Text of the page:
What should we do with the new real-time swaps data depository? As of the new year, the CFTC is requiring all swaps dealers to report their swaps trades in real time, starting with rates and credit index trades, and here is the data depository with those (anonymized) reports. It’s … not particularly real-time! It’s not particularly user-friendly either, I gotta say; somebody is presumably planning to make a lot of money translating these zip files of haphazardly coded data into Useful-ese.

But I guess we can pick at it now, no? What is interesting here? That sort of depends on what you want. If, like me, you’re into general bloviating, this seems like as good a source as any for a rough depiction of what trading activity in the credit index and rates derivatives markets looks like. So, for example, here is a delightful table of notional amounts traded yesterday across rates products and currencies; the notionals appear to be in local currency so one important takeaway is “boy a South Korean won is not worth a lot of money.” Or here is a toy chart I made by downloading the “cumulative slice report” for rates trades and focusing on US-dollar-only trades, then slicing them by what sort of rates they used1:

One conclusion to draw here is, remember when people were talking about phasing out Libor because it’s so corrupt and made-up and stuff? That does not seem to be of much interest these days.2 I credit the Wheatley Review.

On the other hand, if you are say a company or municipality interested in trading a swap, this data can tell you what pricing should look like based on publicly available trades, which is useful because you don’t want to be at the pricing mercies of your bankers without a market price check to protect you.3 Or that’s the theory. In practice:

The CFTC is allowing many trades to be reported after a delay, in some cases several hours, while it finishes disclosure rules. That gap isn’t much of an improvement over trade data already available — for a fee — through services like Bloomberg or brokers, said Luke Zubrod, director at Chatham Financial, an adviser of customers in the swaps market.

“It would seem it is a step in the direction of real-time but not there yet,” Mr. Zubrod said, adding he is “skeptical” the new data will provide much value.

As is, the data is “not useful for pricing purposes,” because the value of interest-rate swaps can change several times inside of one minute, let alone an hour or more, said Peter Shapiro, managing director at Swap Financial Group, a firm that advises end-users.

A cynic might predict that, when unsophisticated clients quote “real-time” prices from these reports to their bankers, the bankers will tell them “ooh that data is not useful for pricing purposes” roughly one-half of the time.4

Another thing this data won’t do is satisfy Frank Partnoy and Jesse Eisinger, whose plea for more trustworthy banking disclosure was a big thing yesterday. In some ways depositories of swaps trading can be useful in mapping out the contours of what risks what banks are exposed to,5 but mostly not: though the big banks will increasingly be reporting their swaps trades through DTCC, those trades will be anonymized so you’ll never know “oh hey Wells Fargo is getting long a lot of Libor” or whatever. There are places where you can get a little bank-specific derivatives disclosure – their 10Ks, for one, or call reports – but this has nothing like the price and terms information that the new swap reporting provides. From the outside, derivatives trading is frustratingly Heisenbergian: you can know what the trades are but not who does them, or you can know who does them but not what they are.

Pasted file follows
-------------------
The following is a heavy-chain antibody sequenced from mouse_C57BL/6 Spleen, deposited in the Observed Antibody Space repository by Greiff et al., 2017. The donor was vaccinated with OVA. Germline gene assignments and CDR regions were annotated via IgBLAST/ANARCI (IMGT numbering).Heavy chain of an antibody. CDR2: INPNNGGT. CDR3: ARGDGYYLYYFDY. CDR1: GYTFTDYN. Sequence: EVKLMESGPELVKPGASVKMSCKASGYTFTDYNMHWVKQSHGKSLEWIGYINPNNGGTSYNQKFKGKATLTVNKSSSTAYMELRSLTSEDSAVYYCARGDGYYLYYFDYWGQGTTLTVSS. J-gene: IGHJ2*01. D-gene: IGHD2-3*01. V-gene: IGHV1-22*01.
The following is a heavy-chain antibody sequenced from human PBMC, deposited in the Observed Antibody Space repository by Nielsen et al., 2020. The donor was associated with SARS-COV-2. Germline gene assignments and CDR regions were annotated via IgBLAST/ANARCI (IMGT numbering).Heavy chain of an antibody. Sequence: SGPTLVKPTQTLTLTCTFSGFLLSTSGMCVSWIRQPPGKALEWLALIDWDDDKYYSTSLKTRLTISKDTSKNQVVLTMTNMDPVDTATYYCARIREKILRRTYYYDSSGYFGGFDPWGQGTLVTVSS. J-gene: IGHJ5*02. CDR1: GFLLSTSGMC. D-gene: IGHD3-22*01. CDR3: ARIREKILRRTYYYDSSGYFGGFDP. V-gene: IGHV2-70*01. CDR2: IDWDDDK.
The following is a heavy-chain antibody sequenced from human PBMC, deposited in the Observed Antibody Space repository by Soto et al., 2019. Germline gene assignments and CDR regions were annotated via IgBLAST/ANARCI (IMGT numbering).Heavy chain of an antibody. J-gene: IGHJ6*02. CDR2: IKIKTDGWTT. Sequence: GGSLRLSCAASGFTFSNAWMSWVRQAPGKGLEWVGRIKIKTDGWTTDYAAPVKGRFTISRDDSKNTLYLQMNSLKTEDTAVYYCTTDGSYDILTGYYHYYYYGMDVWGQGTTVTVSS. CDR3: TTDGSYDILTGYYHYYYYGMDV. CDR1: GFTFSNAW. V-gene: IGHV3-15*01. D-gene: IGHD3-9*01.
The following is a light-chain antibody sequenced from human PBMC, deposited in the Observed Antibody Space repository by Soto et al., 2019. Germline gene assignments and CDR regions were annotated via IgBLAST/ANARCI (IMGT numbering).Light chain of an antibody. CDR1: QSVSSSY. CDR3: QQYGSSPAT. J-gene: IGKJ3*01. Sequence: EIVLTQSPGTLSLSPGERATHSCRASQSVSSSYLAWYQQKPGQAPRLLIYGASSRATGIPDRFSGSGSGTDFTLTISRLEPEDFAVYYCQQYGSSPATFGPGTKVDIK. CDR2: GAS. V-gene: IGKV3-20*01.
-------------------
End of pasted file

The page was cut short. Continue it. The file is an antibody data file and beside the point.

Spotlight on Swaps Lacks the Wattage [WSJ]
Watch the OTC Market in real-time [The OTC Space]
CFTC Announces Real-Time Public Reporting of Swap Transactions and Swap Dealer Registration Began December 31, 2012 [CFTC]
DTCC Real-Time Dissemination Dashboard [DTCC]
DTCC Swap Data Repository Real-Time Reporting Now Live [DTCC]

1. Don’t, like, believe these numbers or anything. The “cumulative slice” seems to be all trades made yesterday, plus some filler. I attempted to slice to just USD/USD trades but the data is full of weird coding so you can never be quite sure; there’s a nontrivial amount of “Fixed/Fixed” swaps here which seems suspicious. Also these are not just swaps; they include forward rate agreements and also various sorts of options and exotics that may or may not be usefully captured in the depository.

Is it useful context to note that, in contrast to the $35ish billion of OTC rate and credit swaps notional captured here, ~$131bn of stocks and ~$17bn of corporate bonds trade daily in the U.S.? Anyway that seems to be about true.

2. Query: does swap customers’ overwhelming revealed preference for Libor, rather than Fed Eurodollar rates, even post-scandal, cast doubt on this report claiming that Libor manipulation cost Fannie and Freddie more than $3 billion, based on differences between Libor and Eurodollar rates? Like, if Libor was the wrong rate and ED was the right rate, wouldn’t people be moving towards it as a swap reference?

3. Hi, are you a municipality? Are you planning to do a swap with a bank? Have you checked your price with at least two other banks? Why don’t you go do that. We’ll wait. You’re welcome.

4. The other half of course being (1) quick typing on Bloomberg, (2) “yep, that rate looks good.”

For the record, I am not that cynic; that is not a way to live particularly long.

5. See, e.g., Lisa Pollack’s London-Whale-sleuthing based on public data on CDX trades.

2 comments (hidden for your protection)
Show all comments ↓

Comments (2)

  1. Posted by 2 cubes over | January 7, 2013 at 4:10 PM

    Nice Heisenberg reference.

  2. Posted by sabastha | January 8, 2013 at 2:21 AM

    my god reading a complete clueless buffoon pretending to be insider of rates market is truly painful… "long a lot of libor"…. yeah right.